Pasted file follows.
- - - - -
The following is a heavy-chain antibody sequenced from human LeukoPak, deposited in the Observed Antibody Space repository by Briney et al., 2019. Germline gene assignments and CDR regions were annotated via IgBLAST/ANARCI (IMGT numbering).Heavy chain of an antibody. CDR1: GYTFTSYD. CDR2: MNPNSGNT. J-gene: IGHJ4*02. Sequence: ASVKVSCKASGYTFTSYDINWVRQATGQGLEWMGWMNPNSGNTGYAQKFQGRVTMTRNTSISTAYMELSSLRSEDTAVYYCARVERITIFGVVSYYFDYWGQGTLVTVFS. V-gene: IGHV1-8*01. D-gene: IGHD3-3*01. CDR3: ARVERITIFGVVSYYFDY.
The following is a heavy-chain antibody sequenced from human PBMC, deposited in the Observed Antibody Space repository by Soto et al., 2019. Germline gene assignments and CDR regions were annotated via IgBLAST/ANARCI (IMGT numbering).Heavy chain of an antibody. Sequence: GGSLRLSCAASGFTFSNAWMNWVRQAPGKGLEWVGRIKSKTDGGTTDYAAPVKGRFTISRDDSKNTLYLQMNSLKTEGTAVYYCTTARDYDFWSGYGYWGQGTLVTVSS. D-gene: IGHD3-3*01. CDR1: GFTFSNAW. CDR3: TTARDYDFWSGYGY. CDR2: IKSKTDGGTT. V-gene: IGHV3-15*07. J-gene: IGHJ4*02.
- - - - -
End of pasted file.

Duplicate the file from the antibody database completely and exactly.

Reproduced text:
The following is a heavy-chain antibody sequenced from human LeukoPak, deposited in the Observed Antibody Space repository by Briney et al., 2019. Germline gene assignments and CDR regions were annotated via IgBLAST/ANARCI (IMGT numbering).Heavy chain of an antibody. CDR1: GYTFTSYD. CDR2: MNPNSGNT. J-gene: IGHJ4*02. Sequence: ASVKVSCKASGYTFTSYDINWVRQATGQGLEWMGWMNPNSGNTGYAQKFQGRVTMTRNTSISTAYMELSSLRSEDTAVYYCARVERITIFGVVSYYFDYWGQGTLVTVFS. V-gene: IGHV1-8*01. D-gene: IGHD3-3*01. CDR3: ARVERITIFGVVSYYFDY.
The following is a heavy-chain antibody sequenced from human PBMC, deposited in the Observed Antibody Space repository by Soto et al., 2019. Germline gene assignments and CDR regions were annotated via IgBLAST/ANARCI (IMGT numbering).Heavy chain of an antibody. Sequence: GGSLRLSCAASGFTFSNAWMNWVRQAPGKGLEWVGRIKSKTDGGTTDYAAPVKGRFTISRDDSKNTLYLQMNSLKTEGTAVYYCTTARDYDFWSGYGYWGQGTLVTVSS. D-gene: IGHD3-3*01. CDR1: GFTFSNAW. CDR3: TTARDYDFWSGYGY. CDR2: IKSKTDGGTT. V-gene: IGHV3-15*07. J-gene: IGHJ4*02.